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BU121 Midterm Study Guide

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Wilfrid Laurier University
Laura Allan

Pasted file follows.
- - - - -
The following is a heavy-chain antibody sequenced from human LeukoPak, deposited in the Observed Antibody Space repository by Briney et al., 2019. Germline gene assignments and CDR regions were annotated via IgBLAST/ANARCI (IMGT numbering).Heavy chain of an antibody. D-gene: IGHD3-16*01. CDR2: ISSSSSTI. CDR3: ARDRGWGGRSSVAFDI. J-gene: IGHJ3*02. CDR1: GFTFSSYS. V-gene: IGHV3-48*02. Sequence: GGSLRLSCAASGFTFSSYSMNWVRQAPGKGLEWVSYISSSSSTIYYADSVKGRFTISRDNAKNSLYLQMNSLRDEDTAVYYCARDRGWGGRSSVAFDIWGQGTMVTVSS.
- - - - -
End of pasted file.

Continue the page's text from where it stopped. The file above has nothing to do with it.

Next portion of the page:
B U 1 2 1 M i d t e r m R e v i e w G u i d e E d w i n a C h e u n g | 1 BUSINESS PLANNING (7 MARKS) TEXTBOOK – TEXT UNIT 1 (CHAPTER 8): WRITING AN EFFECTIVE BUSINESS PLAN (3 MARKS M/C) Benefits of Writing a Business Plan - Venture capitalists and other potential sources of funding generally require a formal business plan - Useful because doing so encourages capitalists to formulate goals and concrete plans for reaching them Model of Business Planning Develop a basic business planStart the businessRefine the plan using new infoContinue to grow as a business Components of a Business Plan Key Questions Answered - Who will want the product? Who are the people behind the venture? - What is it? - Why will people want it? - How will the venture be realized? How much money is needed? Characteristics of a Well-prepared Plan - Orderly - Succinct - Persuasive Critical Risks - Risks that prevent a venture from reaching its key objectives (competitors cut prices, change in industry trends, costs exceeding expectations, too optimistic sales projections) Milestones - What major activities will happen and when they will be achieved o Formal incorporation, completion of design/prototypes Seven Deadly Sins - The plan is poorly prepared and has an unprofessional look o Must not have any mistakes, must look neat and presentable - The plan is far too slick o Making it too fancy makes the investor wonder if the person is hiding something - The exec summary is too long and rambling o If the idea cannot be described succinctly, then it’s not worth the time o Doesn’t get right to the point - Product development stage/process is unclear - No clear identification of why anyone would want to buy the product/service - No clear qualifications of the management team - Financial projections are unreasonably optimistic and exorbitant LECTURE MATERIAL ART OF THE START – WEEK 1 (4 MARKS S/A) ‘Art of the Start’ 5 things an Entrepreneur Must Accomplish 1. Make meaning - Create something that will make the world a better place, it’s not about money or power - Defining meaning for the business will become your most powerful motivator and help you become more successful - With this well understood meaning, the business will have a firm direction 2. Make mantra - An verbal saying that your business is founded upon - Provides a core internal message that drives all company operations forward 3. Get going - Don’t wait for the perfect idea, start the business once you have enough information - By starting the business, you gain information - Use that information to refine the business, expand it and make it better 4. Define a business model - To see how all the factors of the business are integrated together - Helps you identify how you will generate revenue - Helps implement effective strategies and changes operating methods B U 1 2 1 M i d t e r m R e v i e w G u i d e E d w i n a C h e u n g | 2 5. Weave a MAT (milestones, assumptions, tasks) - Creates a schedule for what you’re trying to achieve and how to achieve them - Can uncover holes that would become problems in the future - Understand the scope of what you’re undertaking, test assumptions, develop a method to find and fix flaws Reasons for Writing a Business Plan - To get funding from potential investors o Investors want to see the business model to understand the thinking and know where their money is going into - Forces the founding team to work together o Forces them to be a team - Makes the team consider any issues that had been previously glossed over o Makes you consider things that you may have forgotten - Uncovers any holes in the founding team o Makes you realize there are things you don’t know BUSINESS COMMUNICATION (8 MARKS) TEXTBOOK – TEXT UNIT 2: BUSINESS WRITING (4 MARKS M/C) 4 Principles of Business Writing - Purposeful – will need to fulfill a purpose in each message that you write - Persuasive – want the audience to believe and accept your message - Economical – must present ideas clearly and concisely - Audience oriented – concentrate on writing the message from the perspective of the audience 3x3 Writing Process Step 1: Prewriting (thinking and planning) - Analyze, anticipate, adapt Step 2: Writing - Research, organize, compose Step 3: Revising - Revise, evaluate, proofread LECTURE MATERIAL MADE TO STICK – WEEK 2 (4 MARKS S/A) What is a Sticky Message? - Message that is understandable, memorable, stays with you, and is effective in changing thought or behaviour - If you make use of these 6 traits in your communication, you’ll make your ideas stickier 6 Principles of Stickiness (SUCCESs) – Why they affect stickiness, ways to achieve principles 1. Simplicity - A simple message is memorable and understandable, it sticks - Keep the message core and compact - Communicate the core by: o Using proverbs (simple but profound) o Using existing schema (existing knowledge, what already is in the person’s mind) o Using analogies (simplifies) o Using metaphors (generates a new perception) 2. Unexpectedness - Violates expectations by surprising the audience in an interesting way, captures attention and generates curiosity - Be counterintuitive (not common sense) o Open up gaps in their knowledge, give them some context that they’re familiar with, and fill those gaps 3. Concreteness - Makes ideas clear and stays away from being abstract - Use concrete images that the person will be able to relate or use familiar terms (imagery) 4. Credibility - Makes people believe the message - Use external credibility (authorities) o Celebrities, experts, and anti-authorities (normal people who have lived through it) B U 1 2 1 M i d t e r m R e v i e w G u i d e E d w i n a C h e u n g | 3 - Use internal credibility o Vivid details (more believable as they make things real), statistics, testable credential (you check it out, you experience it, go take a look) 5. Emotional - Making a person feel different can change their behaviour or attitude toward something - Makes the story relatable (appeal to self interest) - Use the power of association o Associate it to something they care about (appeal to self-interest) o Focus on the benefits they’ll get, not the features - Appeal to identity o If you can’t get a person to care, relate it to their identity and their ego 6. Stores - Use a story to inspire a person and this inspiration will lead to action - Generate inspiration by using certain plots o Challenge plot – up against a challenge and you overcome that o Connection plot – a human story that connects and bridges a gap in the person’s knowledge o Creativity plot – generate inspiration by showing massive mental breakthroughs Jared vs. “7 Under 6” - Simple: Eat subway and lose weight - Unexpected: Lost weight eating fast food - Concrete: See him thing with his old pants that he used to wear (fat) - Credible: Used anti-authority, guy who lived through it - Emotional: Life changing transformation - Story: Inspiring challenge plot, overcome weight problems with the help of Subway DISC & EMOTIONAL INTELLIGENCE (7 MARKS) LAB MANUAL READINGS (PAGES 118-135) – MAJOR CONCEPTS (5 MARKS M/C) - Emotional intelligence – a set of emotional and social skills that influence the way we perceive and express ourselves, develop and maintain social relationships, cope with challenges, and use emotional information in an effective and meaningful way - 4 corners model  empathy, assertiveness, impulse control, optimism - Impulse control is a primary skill upon which all other cognitive and emotional skills depend - Art of developing successful leadership is created by bringing the right skills together so leaders can experience a resilience that is sustainable even when tested - Four basic competencies (self-awareness, social awareness, self-management, social skills) influence the way people handle themselves and their relationships with others (Daniel Goleman) o Argued that these human competencies play a bigger role than cognitive intelligence in determining success in life and in the workplace - 5 general areas of emotional intelligence: intrapersonal, interpersonal, adaptability, stress management, and general mood - Highest EQ factors for CEO: independence, assertiveness, optimism, self-regard, self-actualization - Lowest EQ skills for CEO: impulse control, interpersonal relationship - Women CEOs scored higher compared to men in: interpersonal relationships, empathy, emotional self-awareness - 3 EQ factors that differentiated “superstar” CEO: empathy, self regard, assertiveness LECTURE MATERIAL – WEEK 3 (2 MARKS S/A) Difference between EI, IQ, and Personality - Personality – way you describe a person/what a person is like. Shaped and set by age 5. Can change minor components but not the core - EQ – street smart, emotional intelligence. It’s your emotional/social skills that influence how you act. Ability to use and understand the implications of emotions to influence others and promote personal growth and success. It grows with age. Key is to have balance, not a high score - IQ – books smart, fully developed by 17, cannot improve it. High IQ may not be successful in real world if they have poor EQ and lack self control and the ability to influence others. IQ does not and cannot predict success in life B U 1 2 1 M i d t e r m R e v i e w G u i d e E d w i n a C h e u n g | 4 Uses for EI in business - More successful hiring - Decreased attrition rates - Reduced training costs - Higher levels of productivity and success - Greater individual performance - Better leaders and managers - Stronger relationships with employees and customers - Reasoning is: o Ability to deal well with pressure, resolve conflict effectively Trust Model/Johari Window Basic Model of DISC 4 Personality Styles - Dominant, influencing, compliant, stable Axes (Active/Passive, Task/People) and Resulting Styles Major fears - D = being taken advantage of - I = rejection - S = loss of security - C = criticism CRITICAL THINKING (7 MARKS) LECTURE MATERIAL – WEEK 4/LAB MANUAL READINGS (4 MARKS M/C, 3 MARKS S/A) Claims What they are and how to find them - The major conclusion that the author is trying to persuade you to accept - Look for cue words: therefore, thus, in summary, I believe that, in short, as a result, etc How to evaluate as reader - Can either be contestable or uncontested - Uncontested: claims that generally don’t need to argued o Claims that coincide with our experiences o Facts or events o Areas in which there is a general agreement amongst experts o Common knowledge o Mathematical claims B U 1 2 1 M i d t e r m R e v i e w G u i d e E d w i n a C h e u n g | 5 How to apply to writing - Try to present the essence of what the author is saying in a clear and concise way - Can be more than one sentence for long texts which summarizes key concepts Evidence What they are and how to find them - Any statement that supports the claim - Look for cue words( as a result, in the first place, for example, given that, etc), statistics, charts, diagrams How to evaluate as reader (quality of evidence) - Accuracy: Making sure sources are good and overall writing is free of errors - Precision: Statistics or numbers to make it more precise and credible - Sufficiency: Is there enough evidence to back up the claim? - Representativeness: Evidence must represent the claim fairly and from an unbiased perspective - Authority: Is the source/author credible - Clarity: The significance affects the weight of the evidence How to apply to writing - Present arguments in form of claim and supporting evidence - Make sure you make it clear to the audience what the point of the evidence is Underlying Assumptions What they are and how to find them - A logical link that fills the gap between a piece of evidence and a claim - To find: identify what must be true between the evidence and the claim for the argument to exist How to evaluate as reader - Reality assumptions o Our beliefs on what events have taken place, what exists, or how things work in the world o Challenge by presenting information that shows the author’s notion of reality as debatable or just wrong - Value assumptions o Values are our ideals, our standards of right and wrong, the way things ought to be o Can be value conflicts because people have different values and rank them differently o Challenging these is difficult because values are rooted into a person early on in life and are resistant to change How to apply to writing - Make it clear that each evidence is relevant by articulating your underlying assumptions and reasoning explicitly - Question your assumptions, what made you think that way? Causal Claims What they are and how to find them - Certain events/factors (causes) are responsible for bringing about other events/situations (events) - Cause-and-effect relationships are the basis for decision making and reasoned action How to evaluate as reader - Does the cause-and-effect link have a rival causal relationship? - Difficulty in determining the link between cause-and-effect relationships arises from the fact that the outcome effect may have multiple causes - May be multiple or rival causal explanations due to: o Differences between groups, correlation between characteristics, post hoc ergo propter hoc fallacy (after this, therefore, because of this) How to apply to writing - Think them all though and address them explicitly - Don’t let others think that you ignored the rest Techniques of Persuasion - Must profile your audience and make sure you understand what they know, believe, value, and assume - Anticipate and counter objections o Put yourself in reader’s shoes and cover objections to your argument in your writing B U 1 2 1 M i d t e r m R e v i e w G u i d e E d w i n a C h e u n g | 6 - Negative evidence o Must address this negative evidence and show that it’s  Not actually a negative piece of evidence  It’s not reliable  Its importance is overstated - Limit your claims when you have no rebuttal - Use of rhetoric (art of using language to persuade) o Can use to make your reader feel anger, pride, fear, etc through word choice o Make sure to be complete, use appropriate tone and use vivid language - Rival causes o Brainstorm alternate causes, rebut them, and explain why they’re not - Debatable assumptions o Anticipate challenges to your assumptions and back them up with data if needed MARKETING (24 MARKS) TEXTBOOK – TEXT UNIT 3 (CHAPTER 12): UNDERSTANDING THE CUSTOMER (2 MARKS M/C) Marketing concept – involves identifying customer needs and then producing goods or services that will satisfy them while making a profit Customer Value & Satisfaction - Oriented toward pleasing customers by providing value - Marketing concept specifically focuses on: o Customer wants, so the organization can distinguish its products from its competitors o Integrating all of the organization’s activities, including production, to satisfy these wants o Achieving long term goals for the organization by legally and responsibly meeting these wants - Opposing marketing concept is production orientation where the focus was on lowering production costs and not satisfying customer wants and needs Building Relationships (relationship marketing) - A strategy that focuses on forging long-term partnerships with customers o Companies build relationships by offering value o Companies benefit from repeat sales and referrals - Customer relationship management (CRM) – tracking system o The processes that an organization uses to track and organize info regarding current and prospective customers o By building customer relationships, a small firm can focus on a small segment of the market with its employees and compete with large firms Types of Competitive Advantage - Cost competitive advantage – you can produce a product at a lower cost than all of your competitors while maintaining profit margins - Differential competitive advantage – when you provide something unique that is valuable to buyers beyond simply offering a low price - Niche competitive advantage –you target and effectively serve a single segment of the market within a limited geographic area Consumer Decision-making (refers to buyer behaviour which the actions people are taking when buying products) Process: all the influences such as cultural, social, individual, and psychological factors affect all steps 1. Need recognition 2. Information search 3. Evaluation of alternatives 4. Purchase 5. Post-purchase behaviour Influences - Culture: A set of values, ideas, attitudes, and symbols created to shape human behaviour. o Culture is environmentally oriented and it is social in nature. It is not static because it adapts to changing societal needs and evolving environmental factors B U 1 2 1 M i d t e r m R e v i e w G u i d e E d w i n a C h e u n g | 7 - Social: Consumers seek out the opinions of others to reduce their effort in the information search and evaluation of alternatives o Reference groups: All formal and informal groups that influence buyer behaviour.  Consumer look at how people in a reference group operate and base their consumption decisions off of their observations o Opinion leaders, generally a member in a reference group, are a person who influences others. These are the individuals who are the first to try new things because they are trend setters or are curious about the product o Socialization process: The passing down of cultural values and norms to children.  Children learn by observing parents, so they’ll tend to shop in a similar pattern - Individual: A buyer is also influenced by one’s personal characteristics such as gender, personality, and self-concept. These are generally stable over the course of an individual’s life o Personality: A way of organizing and grouping how an individual reacts to situations. It is a combination of psychological make-up and environmental forces.  Includes people’s underlying dispositions  Consumers sometime buy certain products which they perceive reflects their personality o Self-concept: This is how consumers perceive themselves  This includes attitudes, perceptions, beliefs, and self-evaluations  Self-concept can change but it is gradual and takes a long period of time  Ideal self-image: The way an individual would like to be  Real self-image: How an individual perceives themselves  People try to narrow the gap between real and ideal - Psychological: This is a person’s set of perceptions, beliefs, and attitudes. o Perception: How we see the world around us and how we recognize that we need some help in making a purchasing decision o Belief: An organized pattern of knowledge that an individual holds as true about their world. Through a set of beliefs, a consumer can develop a brand image of the company in their mind. This shapes the consumers attitude toward the product o Attitude: A learned tendency to respond consistently toward a given object, idea, or concept, such as a brand. These factors rest on an individual’s value system and because of this, they are more complex to deal with than beliefs Consumer Buying Decisions vs. B2B Decision Making Consumer Buying Decisions - Routine response behaviour: Purchase of low cost, frequently bought items with little search or decision making. These items include staples such as bread and milk. - Limited decision-making: Situation in which a consumer has previous product experience but is unfamiliar with the current brands available. - Extensive decision-making: Purchasing an unfamiliar, expensive, infrequently bought item. Consumers want to know as much as they can about a product before they purchase it because they want to make the right decision Business-to-business Decision Making - The key difference between a consumer product and a business product is the intended use. If a good is purchased for use in a business environment, then it is a business good. - Characteristics of the Business-to-Business market: o Purchase volume: Business customers buy in much larger quantities than consumers o Number of customers: There are fewer customers for business marketers than there are for consumer marketers. Much easier to monitor prospective buyers and their needs o Location of buyers: Business customers tend to be much more geographically concentrated than consumers - Direct distribution: Business sales tend to be made directly to the buyer because sales involve large quantities. Consumer goods are likely to be sold through intermediaries such as wholesalers and retailers Trends (COY SILO) - Category management – retailers taking supplied advice on how to stock the shelves to max sales - Outsourcing logistic functions – entire function of buying and managing transportation is outsourced to reduce warehousing, labour costs, etc B U 1 2 1 M i d t e r m R e v i e w G u i d e E d w i n a C h e u n g | 8 - Yield management – yield management systems help to adjust prices (i.e. discounting early purchases, etc) - Scanner based research – monitoring all the promotion, pricing and advertising that a consumer is exposed to - Internet marketing research - Loyalty cards – promotes repeat sales, frequency in customer traffic and allow companies to track purchase trends - One-to-one marketing – creating unique marketing mixes for individual customer (micro marketing) LECTURE MATERIAL – WEEK 4: UNDERSTANDING THE CUSTOMER (9 MARKS S/A) #1 Key to Successful Marketing - Marketing = an integrated system of activities designed to plan, price, promote and distribute want- satisfying goods and services to present and potential customers - The product must not only provide a particular benefit/satisfy a particular want or need, but it must be needed or wanted….. it must provide a unique benefit that the competition does not Steps to Locating a Target Market (Market segmentation, perceptual mapping, preference analysis) Market (benefit) Segmentation - Geographic – segmenting by region - Demographic – uses population data - Psychographic – market segmentation by personality of lifestyle - Volume – based on the amount of the product purchased - Benefits sought – based on what a product will do rather than on consumer characteristics Bases - State-of-being o Geographic (region, population size, population density, climate o Demographic (age, gender, lifecycle, income, occupation, education, religion, social class, etc) o Customer type (business, consumer) - State-of-mind o Psychographic (personality and lifestyle – AIOattitudes, interests, opinions) - Product usage o Volume (usage rate, user status, readiness to buy) o Sensitivity to market factors, occasions o Loyalty - Benefits sought o Reason for buying the product Process 1. Segment on basis of benefits 2. Describe using other bases 3. Name them last Perceptual Mapping/Preference Analysis - Perceptual mapping – map where customers perceive current products/brands to be located, based on the criteria the customers value most) - Preference analysis – using the information we know about what is already in the market, we can map the preferences of each market segmenation Process - Draw axes that represent the relevant dimensions by which people differentiate between product offerings - Locate the positions of competing products on the axes/dimensions according to customer perceptions (perceptual mapping) - Locate each segment’s ideal product (preference analysis) Choosing target marketing - Now determine the target market by choosing the segment in which the markets need have not been met by a competitor - Find the biggest gap between how the customer per